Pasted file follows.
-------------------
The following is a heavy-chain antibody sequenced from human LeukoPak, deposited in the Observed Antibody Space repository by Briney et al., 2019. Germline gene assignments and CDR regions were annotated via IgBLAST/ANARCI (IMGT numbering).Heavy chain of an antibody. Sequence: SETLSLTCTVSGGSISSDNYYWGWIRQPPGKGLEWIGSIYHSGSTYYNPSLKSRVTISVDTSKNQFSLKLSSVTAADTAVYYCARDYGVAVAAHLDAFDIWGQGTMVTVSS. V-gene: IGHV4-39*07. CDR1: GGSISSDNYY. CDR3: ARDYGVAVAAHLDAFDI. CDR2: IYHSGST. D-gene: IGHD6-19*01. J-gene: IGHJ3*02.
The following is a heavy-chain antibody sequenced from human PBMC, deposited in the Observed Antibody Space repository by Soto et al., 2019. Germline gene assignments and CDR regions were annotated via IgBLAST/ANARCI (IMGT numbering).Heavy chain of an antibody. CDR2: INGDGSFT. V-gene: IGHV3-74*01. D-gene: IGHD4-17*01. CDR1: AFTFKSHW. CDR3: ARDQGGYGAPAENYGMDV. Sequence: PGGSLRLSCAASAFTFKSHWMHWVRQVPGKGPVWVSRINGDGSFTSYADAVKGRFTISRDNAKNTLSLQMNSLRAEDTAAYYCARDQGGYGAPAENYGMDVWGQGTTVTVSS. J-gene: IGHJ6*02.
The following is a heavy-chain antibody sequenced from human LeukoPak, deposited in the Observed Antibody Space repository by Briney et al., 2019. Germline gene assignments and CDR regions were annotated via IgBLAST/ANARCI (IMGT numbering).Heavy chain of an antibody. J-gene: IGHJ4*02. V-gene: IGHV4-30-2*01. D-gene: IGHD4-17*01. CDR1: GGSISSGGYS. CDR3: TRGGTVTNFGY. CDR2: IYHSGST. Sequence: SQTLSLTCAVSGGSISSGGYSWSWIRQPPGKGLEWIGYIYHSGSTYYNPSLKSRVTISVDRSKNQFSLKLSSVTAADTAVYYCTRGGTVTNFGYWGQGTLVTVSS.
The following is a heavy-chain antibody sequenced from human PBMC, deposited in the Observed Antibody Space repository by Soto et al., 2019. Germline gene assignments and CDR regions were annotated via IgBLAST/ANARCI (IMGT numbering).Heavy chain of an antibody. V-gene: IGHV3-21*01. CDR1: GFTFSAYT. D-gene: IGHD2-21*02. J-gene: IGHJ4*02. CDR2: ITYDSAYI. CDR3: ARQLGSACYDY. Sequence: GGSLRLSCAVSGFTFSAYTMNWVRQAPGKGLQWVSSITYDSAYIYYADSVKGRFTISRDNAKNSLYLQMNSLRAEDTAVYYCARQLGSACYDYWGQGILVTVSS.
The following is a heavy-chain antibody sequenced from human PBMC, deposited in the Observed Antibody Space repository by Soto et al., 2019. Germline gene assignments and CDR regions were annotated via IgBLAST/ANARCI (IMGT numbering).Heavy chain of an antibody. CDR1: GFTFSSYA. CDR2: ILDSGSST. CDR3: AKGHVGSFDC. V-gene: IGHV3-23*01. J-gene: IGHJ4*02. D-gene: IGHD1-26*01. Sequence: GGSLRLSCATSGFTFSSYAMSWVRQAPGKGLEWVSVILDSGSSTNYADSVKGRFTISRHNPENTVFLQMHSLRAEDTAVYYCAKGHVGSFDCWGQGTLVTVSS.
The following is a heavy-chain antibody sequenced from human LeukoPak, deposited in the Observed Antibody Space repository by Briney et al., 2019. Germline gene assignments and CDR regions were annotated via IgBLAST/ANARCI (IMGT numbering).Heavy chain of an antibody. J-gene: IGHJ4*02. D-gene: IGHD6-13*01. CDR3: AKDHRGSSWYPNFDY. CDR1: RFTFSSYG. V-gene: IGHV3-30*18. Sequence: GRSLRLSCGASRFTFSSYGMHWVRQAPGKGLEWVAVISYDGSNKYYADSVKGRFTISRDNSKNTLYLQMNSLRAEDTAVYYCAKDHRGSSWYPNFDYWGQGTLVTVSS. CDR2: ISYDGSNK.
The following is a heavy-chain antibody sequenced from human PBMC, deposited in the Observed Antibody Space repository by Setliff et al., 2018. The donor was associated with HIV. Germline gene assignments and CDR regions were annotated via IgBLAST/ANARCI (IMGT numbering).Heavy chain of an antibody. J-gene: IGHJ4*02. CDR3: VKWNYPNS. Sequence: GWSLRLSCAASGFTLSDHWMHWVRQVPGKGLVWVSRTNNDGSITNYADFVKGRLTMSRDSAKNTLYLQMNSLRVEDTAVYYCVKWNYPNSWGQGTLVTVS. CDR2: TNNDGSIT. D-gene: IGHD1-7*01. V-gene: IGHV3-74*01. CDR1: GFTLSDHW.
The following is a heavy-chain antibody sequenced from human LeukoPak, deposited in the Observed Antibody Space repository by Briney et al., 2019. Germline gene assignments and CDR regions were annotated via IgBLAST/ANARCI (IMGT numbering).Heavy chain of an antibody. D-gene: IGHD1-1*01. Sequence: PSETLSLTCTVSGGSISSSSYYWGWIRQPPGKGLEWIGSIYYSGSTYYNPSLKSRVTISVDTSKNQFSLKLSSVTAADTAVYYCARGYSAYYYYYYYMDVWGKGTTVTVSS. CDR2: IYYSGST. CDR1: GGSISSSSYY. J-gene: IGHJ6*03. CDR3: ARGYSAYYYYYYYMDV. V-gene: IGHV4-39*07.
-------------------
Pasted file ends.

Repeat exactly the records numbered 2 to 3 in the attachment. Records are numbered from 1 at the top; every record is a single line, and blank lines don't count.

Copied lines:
The following is a heavy-chain antibody sequenced from human PBMC, deposited in the Observed Antibody Space repository by Soto et al., 2019. Germline gene assignments and CDR regions were annotated via IgBLAST/ANARCI (IMGT numbering).Heavy chain of an antibody. CDR2: INGDGSFT. V-gene: IGHV3-74*01. D-gene: IGHD4-17*01. CDR1: AFTFKSHW. CDR3: ARDQGGYGAPAENYGMDV. Sequence: PGGSLRLSCAASAFTFKSHWMHWVRQVPGKGPVWVSRINGDGSFTSYADAVKGRFTISRDNAKNTLSLQMNSLRAEDTAAYYCARDQGGYGAPAENYGMDVWGQGTTVTVSS. J-gene: IGHJ6*02.
The following is a heavy-chain antibody sequenced from human LeukoPak, deposited in the Observed Antibody Space repository by Briney et al., 2019. Germline gene assignments and CDR regions were annotated via IgBLAST/ANARCI (IMGT numbering).Heavy chain of an antibody. J-gene: IGHJ4*02. V-gene: IGHV4-30-2*01. D-gene: IGHD4-17*01. CDR1: GGSISSGGYS. CDR3: TRGGTVTNFGY. CDR2: IYHSGST. Sequence: SQTLSLTCAVSGGSISSGGYSWSWIRQPPGKGLEWIGYIYHSGSTYYNPSLKSRVTISVDRSKNQFSLKLSSVTAADTAVYYCTRGGTVTNFGYWGQGTLVTVSS.